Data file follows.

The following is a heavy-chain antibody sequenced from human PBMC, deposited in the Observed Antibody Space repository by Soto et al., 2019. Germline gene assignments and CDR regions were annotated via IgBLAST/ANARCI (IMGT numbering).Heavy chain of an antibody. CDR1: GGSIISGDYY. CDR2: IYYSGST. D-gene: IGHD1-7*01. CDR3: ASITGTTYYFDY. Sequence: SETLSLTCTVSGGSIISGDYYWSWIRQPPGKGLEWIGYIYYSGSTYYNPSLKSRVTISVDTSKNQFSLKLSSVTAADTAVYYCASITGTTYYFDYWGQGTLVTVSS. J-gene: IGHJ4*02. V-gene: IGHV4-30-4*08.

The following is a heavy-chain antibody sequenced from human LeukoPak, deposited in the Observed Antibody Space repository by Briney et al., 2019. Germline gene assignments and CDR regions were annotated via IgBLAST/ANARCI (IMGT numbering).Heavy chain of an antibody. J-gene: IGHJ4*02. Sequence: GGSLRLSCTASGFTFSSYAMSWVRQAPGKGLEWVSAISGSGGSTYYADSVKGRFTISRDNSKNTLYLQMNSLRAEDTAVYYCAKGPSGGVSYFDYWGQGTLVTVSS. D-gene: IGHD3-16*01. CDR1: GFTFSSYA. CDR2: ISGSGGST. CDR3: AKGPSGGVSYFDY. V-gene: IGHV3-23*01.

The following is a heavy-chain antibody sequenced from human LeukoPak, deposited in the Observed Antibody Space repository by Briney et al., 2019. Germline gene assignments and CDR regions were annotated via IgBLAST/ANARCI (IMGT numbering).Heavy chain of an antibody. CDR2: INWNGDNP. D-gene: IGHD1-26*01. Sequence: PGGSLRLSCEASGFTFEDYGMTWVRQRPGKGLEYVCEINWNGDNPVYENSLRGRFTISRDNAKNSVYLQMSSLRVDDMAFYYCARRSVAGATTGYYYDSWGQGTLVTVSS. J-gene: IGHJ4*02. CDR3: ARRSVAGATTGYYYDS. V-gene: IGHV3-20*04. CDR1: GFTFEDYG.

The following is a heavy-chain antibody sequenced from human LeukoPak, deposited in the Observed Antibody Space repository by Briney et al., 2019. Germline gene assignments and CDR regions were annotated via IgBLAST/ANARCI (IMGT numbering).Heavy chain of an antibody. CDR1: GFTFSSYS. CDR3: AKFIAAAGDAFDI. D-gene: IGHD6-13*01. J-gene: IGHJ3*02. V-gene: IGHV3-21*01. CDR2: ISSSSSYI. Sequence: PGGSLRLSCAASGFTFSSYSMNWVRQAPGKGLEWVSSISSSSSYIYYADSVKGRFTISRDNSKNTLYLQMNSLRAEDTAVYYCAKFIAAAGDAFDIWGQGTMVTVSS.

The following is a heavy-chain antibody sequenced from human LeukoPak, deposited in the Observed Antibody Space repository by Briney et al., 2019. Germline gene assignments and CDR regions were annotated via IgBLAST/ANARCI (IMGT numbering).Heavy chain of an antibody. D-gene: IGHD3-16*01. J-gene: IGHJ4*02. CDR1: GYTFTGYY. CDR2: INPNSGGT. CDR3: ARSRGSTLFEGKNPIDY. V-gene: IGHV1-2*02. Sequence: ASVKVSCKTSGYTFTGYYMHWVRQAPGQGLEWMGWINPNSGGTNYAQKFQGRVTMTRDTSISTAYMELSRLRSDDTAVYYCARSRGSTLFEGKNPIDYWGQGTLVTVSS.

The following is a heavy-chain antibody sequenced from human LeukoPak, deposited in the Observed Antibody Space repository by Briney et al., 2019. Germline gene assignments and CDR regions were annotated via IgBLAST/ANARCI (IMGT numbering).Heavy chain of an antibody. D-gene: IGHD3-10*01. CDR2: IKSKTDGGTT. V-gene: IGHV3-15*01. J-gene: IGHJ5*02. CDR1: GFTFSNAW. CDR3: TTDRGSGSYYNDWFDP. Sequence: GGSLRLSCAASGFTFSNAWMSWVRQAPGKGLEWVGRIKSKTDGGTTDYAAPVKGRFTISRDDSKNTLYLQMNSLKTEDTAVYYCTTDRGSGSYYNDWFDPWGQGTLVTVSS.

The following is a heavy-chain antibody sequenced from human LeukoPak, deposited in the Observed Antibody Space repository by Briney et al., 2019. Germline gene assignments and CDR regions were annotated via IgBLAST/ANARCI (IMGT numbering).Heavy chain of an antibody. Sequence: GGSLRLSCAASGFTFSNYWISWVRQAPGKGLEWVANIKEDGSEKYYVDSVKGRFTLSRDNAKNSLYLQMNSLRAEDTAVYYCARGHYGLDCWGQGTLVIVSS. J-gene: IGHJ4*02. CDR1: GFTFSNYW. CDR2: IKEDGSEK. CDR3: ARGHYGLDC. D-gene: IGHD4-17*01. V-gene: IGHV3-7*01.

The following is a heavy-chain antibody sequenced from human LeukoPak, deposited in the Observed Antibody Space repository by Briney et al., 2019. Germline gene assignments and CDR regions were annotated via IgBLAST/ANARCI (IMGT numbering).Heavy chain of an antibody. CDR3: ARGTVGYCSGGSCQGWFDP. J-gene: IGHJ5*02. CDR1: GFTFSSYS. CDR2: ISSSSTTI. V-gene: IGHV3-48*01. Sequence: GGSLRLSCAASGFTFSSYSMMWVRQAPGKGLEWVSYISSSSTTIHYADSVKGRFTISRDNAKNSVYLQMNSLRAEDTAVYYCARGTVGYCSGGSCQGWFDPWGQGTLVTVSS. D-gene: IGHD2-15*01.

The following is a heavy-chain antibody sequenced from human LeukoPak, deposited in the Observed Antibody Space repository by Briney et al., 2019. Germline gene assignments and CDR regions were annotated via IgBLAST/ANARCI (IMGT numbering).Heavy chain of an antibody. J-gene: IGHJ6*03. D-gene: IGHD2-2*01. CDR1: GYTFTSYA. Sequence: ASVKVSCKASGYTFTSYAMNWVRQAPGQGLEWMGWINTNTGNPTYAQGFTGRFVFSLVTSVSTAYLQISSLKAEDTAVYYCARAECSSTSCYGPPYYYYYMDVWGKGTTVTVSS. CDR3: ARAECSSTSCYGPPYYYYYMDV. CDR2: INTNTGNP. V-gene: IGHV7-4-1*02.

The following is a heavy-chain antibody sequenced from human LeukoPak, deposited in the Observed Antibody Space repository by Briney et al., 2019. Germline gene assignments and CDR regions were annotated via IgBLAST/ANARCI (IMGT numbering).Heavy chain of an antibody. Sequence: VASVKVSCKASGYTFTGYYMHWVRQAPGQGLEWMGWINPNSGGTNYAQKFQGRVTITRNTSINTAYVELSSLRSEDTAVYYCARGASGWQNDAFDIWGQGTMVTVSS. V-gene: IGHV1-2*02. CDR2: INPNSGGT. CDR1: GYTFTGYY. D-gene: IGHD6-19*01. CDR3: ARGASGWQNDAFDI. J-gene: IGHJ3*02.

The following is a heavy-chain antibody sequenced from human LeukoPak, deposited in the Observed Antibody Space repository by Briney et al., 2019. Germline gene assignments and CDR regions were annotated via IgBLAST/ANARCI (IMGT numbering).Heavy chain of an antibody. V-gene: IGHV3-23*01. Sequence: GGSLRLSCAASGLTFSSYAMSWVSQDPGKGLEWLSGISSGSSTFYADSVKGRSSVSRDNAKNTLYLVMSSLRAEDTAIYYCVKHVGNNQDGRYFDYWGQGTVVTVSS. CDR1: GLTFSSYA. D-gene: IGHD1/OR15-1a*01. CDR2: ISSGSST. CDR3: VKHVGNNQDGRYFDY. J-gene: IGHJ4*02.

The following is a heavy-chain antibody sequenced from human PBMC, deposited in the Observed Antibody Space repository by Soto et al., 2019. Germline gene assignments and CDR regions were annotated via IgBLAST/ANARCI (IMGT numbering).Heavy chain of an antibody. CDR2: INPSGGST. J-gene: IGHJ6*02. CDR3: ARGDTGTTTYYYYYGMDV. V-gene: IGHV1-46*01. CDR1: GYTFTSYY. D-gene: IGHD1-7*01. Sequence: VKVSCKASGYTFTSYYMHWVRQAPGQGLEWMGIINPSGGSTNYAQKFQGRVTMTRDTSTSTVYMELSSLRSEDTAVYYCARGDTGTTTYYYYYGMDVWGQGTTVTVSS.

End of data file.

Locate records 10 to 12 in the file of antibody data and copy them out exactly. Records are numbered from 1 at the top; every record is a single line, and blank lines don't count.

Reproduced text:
The following is a heavy-chain antibody sequenced from human LeukoPak, deposited in the Observed Antibody Space repository by Briney et al., 2019. Germline gene assignments and CDR regions were annotated via IgBLAST/ANARCI (IMGT numbering).Heavy chain of an antibody. Sequence: VASVKVSCKASGYTFTGYYMHWVRQAPGQGLEWMGWINPNSGGTNYAQKFQGRVTITRNTSINTAYVELSSLRSEDTAVYYCARGASGWQNDAFDIWGQGTMVTVSS. V-gene: IGHV1-2*02. CDR2: INPNSGGT. CDR1: GYTFTGYY. D-gene: IGHD6-19*01. CDR3: ARGASGWQNDAFDI. J-gene: IGHJ3*02.

The following is a heavy-chain antibody sequenced from human LeukoPak, deposited in the Observed Antibody Space repository by Briney et al., 2019. Germline gene assignments and CDR regions were annotated via IgBLAST/ANARCI (IMGT numbering).Heavy chain of an antibody. V-gene: IGHV3-23*01. Sequence: GGSLRLSCAASGLTFSSYAMSWVSQDPGKGLEWLSGISSGSSTFYADSVKGRSSVSRDNAKNTLYLVMSSLRAEDTAIYYCVKHVGNNQDGRYFDYWGQGTVVTVSS. CDR1: GLTFSSYA. D-gene: IGHD1/OR15-1a*01. CDR2: ISSGSST. CDR3: VKHVGNNQDGRYFDY. J-gene: IGHJ4*02.

The following is a heavy-chain antibody sequenced from human PBMC, deposited in the Observed Antibody Space repository by Soto et al., 2019. Germline gene assignments and CDR regions were annotated via IgBLAST/ANARCI (IMGT numbering).Heavy chain of an antibody. CDR2: INPSGGST. J-gene: IGHJ6*02. CDR3: ARGDTGTTTYYYYYGMDV. V-gene: IGHV1-46*01. CDR1: GYTFTSYY. D-gene: IGHD1-7*01. Sequence: VKVSCKASGYTFTSYYMHWVRQAPGQGLEWMGIINPSGGSTNYAQKFQGRVTMTRDTSTSTVYMELSSLRSEDTAVYYCARGDTGTTTYYYYYGMDVWGQGTTVTVSS.